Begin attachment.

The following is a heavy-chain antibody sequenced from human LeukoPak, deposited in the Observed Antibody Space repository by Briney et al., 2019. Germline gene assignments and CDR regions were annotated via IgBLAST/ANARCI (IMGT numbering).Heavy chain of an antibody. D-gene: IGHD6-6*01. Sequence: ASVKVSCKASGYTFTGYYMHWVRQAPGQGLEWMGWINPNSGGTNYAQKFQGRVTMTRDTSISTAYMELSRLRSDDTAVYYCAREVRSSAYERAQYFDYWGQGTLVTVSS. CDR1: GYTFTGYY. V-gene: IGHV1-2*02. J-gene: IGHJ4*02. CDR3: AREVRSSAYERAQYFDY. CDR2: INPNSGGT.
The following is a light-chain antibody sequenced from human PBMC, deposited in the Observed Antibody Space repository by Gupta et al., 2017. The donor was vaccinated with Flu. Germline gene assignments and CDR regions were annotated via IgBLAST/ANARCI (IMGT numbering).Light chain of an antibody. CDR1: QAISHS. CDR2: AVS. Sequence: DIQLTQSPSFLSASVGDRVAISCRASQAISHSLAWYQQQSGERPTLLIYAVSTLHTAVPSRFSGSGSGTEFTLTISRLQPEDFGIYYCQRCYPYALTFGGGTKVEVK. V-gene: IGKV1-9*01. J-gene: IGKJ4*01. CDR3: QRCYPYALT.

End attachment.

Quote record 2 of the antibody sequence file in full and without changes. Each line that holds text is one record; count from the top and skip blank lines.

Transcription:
The following is a light-chain antibody sequenced from human PBMC, deposited in the Observed Antibody Space repository by Gupta et al., 2017. The donor was vaccinated with Flu. Germline gene assignments and CDR regions were annotated via IgBLAST/ANARCI (IMGT numbering).Light chain of an antibody. CDR1: QAISHS. CDR2: AVS. Sequence: DIQLTQSPSFLSASVGDRVAISCRASQAISHSLAWYQQQSGERPTLLIYAVSTLHTAVPSRFSGSGSGTEFTLTISRLQPEDFGIYYCQRCYPYALTFGGGTKVEVK. V-gene: IGKV1-9*01. J-gene: IGKJ4*01. CDR3: QRCYPYALT.